immunity debugger

Jingle BOFs, Jingle ROPs, Sploiting all the things… with Mona v2 !!

Ho Ho Ho friends, It has been a while since we posted something on the Corelan Team blog, I guess we all have been busy doing … stuff and things, here and there.  Nevertheless, as the year is close to filling up 100%, it’s probably a good time to start thinking about finding some convincing […]

Reversing 101 – Solving a protection scheme

In this post, we’ll look at an application reversing challenge from HTS ( resembling a real-life protection scheme.
Put simple, the program creates a key for your username, and compares it to the one you enter.
The goal of the HTS challenge is to create a key generator, but I just want to demonstrate how to retrieve the password.
Continue reading – the manual

This document describes the various commands, functionality and behaviour of

Released on june 16, this pycommand for Immunity Debugger replaces pvefindaddr, solving performance issues and offering numerous new features. pvefindaddr will still be available for download until all of its functionality has been ported over to mona.
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Mona 1.0 released !

After spending almost 6 months of designing, developing and testing, and after ‘surviving’ 2 presentations (at AthCon and Hack In Paris), I am extremely excited and proud to present, on behalf of the entire Corelan Team, the general availability of

With this announcement, we also declare pvefindaddr officially dead from this point forward. (This doesn’t mean pvefindaddr is now entirely worthless, because not all functions have been ported into mona yet, but we won’t be releasing any updates to pvefindaddr anymore and the entire project page/download page will eventually disappear)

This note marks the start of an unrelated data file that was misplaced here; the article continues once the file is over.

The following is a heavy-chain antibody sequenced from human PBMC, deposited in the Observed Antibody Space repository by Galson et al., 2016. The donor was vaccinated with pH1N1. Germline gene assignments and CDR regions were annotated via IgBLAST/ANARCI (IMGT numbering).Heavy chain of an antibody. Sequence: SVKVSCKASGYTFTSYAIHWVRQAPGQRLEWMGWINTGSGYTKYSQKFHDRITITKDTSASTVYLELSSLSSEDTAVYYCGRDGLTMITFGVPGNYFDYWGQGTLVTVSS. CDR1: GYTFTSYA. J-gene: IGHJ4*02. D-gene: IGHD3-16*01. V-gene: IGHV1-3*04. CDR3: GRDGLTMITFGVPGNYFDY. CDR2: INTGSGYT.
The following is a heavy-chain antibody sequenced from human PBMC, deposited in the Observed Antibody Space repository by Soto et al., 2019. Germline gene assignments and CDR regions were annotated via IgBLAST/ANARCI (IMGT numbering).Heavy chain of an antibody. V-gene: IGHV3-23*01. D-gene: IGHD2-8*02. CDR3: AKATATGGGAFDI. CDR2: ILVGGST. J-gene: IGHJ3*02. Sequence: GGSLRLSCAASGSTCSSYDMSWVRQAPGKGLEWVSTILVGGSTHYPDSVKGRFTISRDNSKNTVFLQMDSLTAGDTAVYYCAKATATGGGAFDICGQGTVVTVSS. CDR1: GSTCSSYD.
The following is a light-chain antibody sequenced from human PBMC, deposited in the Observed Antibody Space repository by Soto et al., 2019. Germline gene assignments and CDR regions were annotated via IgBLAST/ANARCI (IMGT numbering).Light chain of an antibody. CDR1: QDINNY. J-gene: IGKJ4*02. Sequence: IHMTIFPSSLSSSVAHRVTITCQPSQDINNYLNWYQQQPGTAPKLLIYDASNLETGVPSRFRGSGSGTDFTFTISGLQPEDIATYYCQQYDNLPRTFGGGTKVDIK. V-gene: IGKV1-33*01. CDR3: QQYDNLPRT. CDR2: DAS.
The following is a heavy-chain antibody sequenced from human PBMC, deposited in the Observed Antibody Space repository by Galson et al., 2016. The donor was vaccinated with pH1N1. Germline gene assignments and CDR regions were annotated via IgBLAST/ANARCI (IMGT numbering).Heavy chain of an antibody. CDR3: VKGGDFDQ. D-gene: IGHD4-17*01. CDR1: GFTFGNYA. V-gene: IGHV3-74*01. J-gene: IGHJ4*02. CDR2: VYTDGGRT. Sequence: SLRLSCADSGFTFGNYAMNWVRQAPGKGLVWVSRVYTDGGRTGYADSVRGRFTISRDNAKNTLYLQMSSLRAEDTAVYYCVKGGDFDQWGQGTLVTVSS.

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Exploit writing tutorial part 10 : Chaining DEP with ROP – the Rubik’s[TM] Cube

About 3 months after finishing my previous exploit writing related tutorial, I finally found some time and fresh energy to start writing a new article.
In the previous tutorials, I have explained the basics of stack based overflows and how they can lead to arbitrary code execution. I discussed direct RET overflows, SEH based exploits, Unicode and other character restrictions, the use of debugger plugins to speed up exploit development, how to bypass common memory protection mechanisms and how to write your own shellcode.
While the first tutorials were really written to learn the basics about exploit development, starting from scratch (targeting people without any knowledge about exploit development) you have most likely discovered that the more recent tutorials continue to build on those basics and require solid knowledge of asm, creative thinking, and some experience with exploit writing in general.
Today’s tutorial is no different. I will continue to build upon everything we have seen and learned in the previous tutorials. Today I will talk about ROP and how it can be used to bypass DEP (and ASLR)…
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Starting to write Immunity Debugger PyCommands : my cheatsheet

When I started Win32 exploit development many years ago, my preferred debugger at the time was WinDbg (and some Olly). While Windbg is a great and fast debugger, I quickly figured out that some additional/external tools were required to improve my exploit development experience. Despite the fact that the command line oriented approach in windbg […]

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